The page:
NPR logo 'Sicko'

Arts & Life

'Sicko'

Filmmaker Michael Moore talks with an unidentified London doctor about physician income under the U.K's National Health Service. Moore's new film Sicko takes aim at the U.S. health-care system. The Weinstein Co. hide caption

toggle caption The Weinstein Co.

Filmmaker Michael Moore talks with an unidentified London doctor about physician income under the U.K's National Health Service. Moore's new film Sicko takes aim at the U.S. health-care system.

The Weinstein Co.
  • Director: Michael Moore
  • Genre: Documentary
  • Running Time: 113 minutes

(requires RealPlayer)

When he took on the gun lobby in Bowling for Columbine, and George W. Bush in Fahrenheit 9/11, firebrand documentarian Michael Moore could reasonably be said to be courting controversy, even if there sometimes seemed to be more sizzle than steak in his arguments. But when he suggests that health-care costs are out of control in this country, it's hard to imagine anyone wanting to argue with him, apart from maybe a few pharmaceutical-company lobbyists.

The point he's making — with his usual humor and force — is that most other developed nations have some form of universal health care, so their citizens aren't troubled by the costs of medical emergencies. In a funny hospital sequence, British patients are visibly startled at the very mention of money in the same breath as medicine, whereas even Americans with decent health insurance are likely to worry about what a visit to the doctor will cost.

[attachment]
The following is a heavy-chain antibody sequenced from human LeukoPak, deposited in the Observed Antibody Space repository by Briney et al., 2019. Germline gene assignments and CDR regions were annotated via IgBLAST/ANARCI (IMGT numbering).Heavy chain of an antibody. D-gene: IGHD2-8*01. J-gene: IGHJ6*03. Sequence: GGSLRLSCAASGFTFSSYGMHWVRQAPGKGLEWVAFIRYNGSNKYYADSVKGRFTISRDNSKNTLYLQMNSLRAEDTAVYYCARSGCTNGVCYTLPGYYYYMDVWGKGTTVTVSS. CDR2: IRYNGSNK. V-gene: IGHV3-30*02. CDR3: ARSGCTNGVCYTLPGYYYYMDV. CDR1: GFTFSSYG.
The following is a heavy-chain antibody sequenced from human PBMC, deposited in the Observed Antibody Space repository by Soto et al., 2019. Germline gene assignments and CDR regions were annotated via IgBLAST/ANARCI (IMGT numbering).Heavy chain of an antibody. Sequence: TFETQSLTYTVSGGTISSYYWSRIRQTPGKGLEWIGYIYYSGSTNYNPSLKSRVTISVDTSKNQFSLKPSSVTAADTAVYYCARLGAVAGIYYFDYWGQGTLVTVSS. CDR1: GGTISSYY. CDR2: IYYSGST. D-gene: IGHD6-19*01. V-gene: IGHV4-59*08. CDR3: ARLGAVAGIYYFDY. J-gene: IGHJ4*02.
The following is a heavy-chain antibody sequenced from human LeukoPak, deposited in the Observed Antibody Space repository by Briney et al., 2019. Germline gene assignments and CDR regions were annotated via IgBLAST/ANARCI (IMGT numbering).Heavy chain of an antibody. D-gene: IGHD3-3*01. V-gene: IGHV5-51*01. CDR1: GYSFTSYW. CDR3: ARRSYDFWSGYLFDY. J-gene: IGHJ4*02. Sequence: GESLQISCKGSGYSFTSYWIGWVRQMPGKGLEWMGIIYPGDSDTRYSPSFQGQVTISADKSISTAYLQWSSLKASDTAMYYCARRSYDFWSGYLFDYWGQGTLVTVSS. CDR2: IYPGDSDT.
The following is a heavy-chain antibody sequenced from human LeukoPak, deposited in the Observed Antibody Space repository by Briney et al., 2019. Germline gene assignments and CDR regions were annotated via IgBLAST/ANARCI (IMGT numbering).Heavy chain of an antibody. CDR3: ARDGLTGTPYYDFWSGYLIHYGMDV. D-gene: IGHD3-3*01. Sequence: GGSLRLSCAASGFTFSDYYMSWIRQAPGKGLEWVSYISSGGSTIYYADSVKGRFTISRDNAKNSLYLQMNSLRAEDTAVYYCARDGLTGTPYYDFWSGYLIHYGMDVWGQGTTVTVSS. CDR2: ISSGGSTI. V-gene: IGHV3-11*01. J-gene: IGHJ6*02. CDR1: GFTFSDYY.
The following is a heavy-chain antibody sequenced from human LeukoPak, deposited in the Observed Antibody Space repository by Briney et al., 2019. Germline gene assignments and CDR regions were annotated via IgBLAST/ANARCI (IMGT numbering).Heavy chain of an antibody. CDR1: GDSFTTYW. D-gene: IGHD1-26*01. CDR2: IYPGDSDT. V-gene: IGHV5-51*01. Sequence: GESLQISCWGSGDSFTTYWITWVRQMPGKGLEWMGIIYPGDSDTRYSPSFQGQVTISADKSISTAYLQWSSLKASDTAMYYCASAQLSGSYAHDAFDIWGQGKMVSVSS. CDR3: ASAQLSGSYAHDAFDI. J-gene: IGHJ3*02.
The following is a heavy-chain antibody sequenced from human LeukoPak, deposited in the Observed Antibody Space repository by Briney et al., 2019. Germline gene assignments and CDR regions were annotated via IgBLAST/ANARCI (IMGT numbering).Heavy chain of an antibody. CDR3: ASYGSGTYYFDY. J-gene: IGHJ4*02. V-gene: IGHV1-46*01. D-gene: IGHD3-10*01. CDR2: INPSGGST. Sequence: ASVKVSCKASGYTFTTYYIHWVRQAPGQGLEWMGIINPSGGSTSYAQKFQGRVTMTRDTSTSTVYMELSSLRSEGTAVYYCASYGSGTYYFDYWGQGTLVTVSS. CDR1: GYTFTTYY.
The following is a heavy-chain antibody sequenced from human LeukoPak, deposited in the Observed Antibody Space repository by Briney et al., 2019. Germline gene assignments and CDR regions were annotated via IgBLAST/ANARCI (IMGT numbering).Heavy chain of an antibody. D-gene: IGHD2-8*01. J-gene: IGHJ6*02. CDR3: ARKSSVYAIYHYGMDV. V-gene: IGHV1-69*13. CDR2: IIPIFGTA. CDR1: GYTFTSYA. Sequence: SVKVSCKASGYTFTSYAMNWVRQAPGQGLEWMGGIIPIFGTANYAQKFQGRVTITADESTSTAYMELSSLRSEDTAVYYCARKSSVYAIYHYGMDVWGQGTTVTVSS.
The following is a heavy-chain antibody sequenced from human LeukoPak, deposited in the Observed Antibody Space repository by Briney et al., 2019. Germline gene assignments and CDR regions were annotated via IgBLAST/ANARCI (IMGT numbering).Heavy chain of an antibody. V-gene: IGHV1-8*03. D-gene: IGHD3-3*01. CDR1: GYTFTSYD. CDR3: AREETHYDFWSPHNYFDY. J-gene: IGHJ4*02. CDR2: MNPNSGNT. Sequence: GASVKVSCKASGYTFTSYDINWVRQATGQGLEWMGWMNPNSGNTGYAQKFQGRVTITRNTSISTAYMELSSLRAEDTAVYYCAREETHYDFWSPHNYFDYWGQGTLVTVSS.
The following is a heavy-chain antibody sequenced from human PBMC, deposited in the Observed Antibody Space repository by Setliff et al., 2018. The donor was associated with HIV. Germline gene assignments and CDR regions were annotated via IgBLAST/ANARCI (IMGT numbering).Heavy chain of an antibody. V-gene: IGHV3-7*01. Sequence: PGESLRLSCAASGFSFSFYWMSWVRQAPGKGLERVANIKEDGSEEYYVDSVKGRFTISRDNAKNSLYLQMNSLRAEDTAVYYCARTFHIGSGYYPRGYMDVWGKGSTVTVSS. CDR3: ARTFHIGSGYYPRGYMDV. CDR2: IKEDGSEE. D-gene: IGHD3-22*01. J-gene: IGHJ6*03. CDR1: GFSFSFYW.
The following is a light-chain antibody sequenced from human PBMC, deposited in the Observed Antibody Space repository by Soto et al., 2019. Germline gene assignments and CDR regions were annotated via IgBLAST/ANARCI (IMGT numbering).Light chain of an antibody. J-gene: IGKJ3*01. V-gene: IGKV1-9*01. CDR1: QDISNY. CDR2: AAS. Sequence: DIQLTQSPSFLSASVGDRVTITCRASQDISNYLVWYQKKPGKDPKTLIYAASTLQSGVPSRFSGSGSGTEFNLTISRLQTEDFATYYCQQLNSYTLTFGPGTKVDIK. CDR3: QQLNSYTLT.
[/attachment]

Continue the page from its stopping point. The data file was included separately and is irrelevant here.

Moore's tactics are as provocative as always — a trip to Guantanamo, for instance, to demand that three ailing Ground Zero rescue workers get the same free health care the U.S. government affords suspected terrorists. There's plenty of grandstanding, most of it very funny. And in this instance, all that sizzle is selling the steak. (Recommended)

We no longer support commenting on NPR.org stories, but you can find us every day on Facebook, Twitter, email, and many other platforms. Learn more or contact us.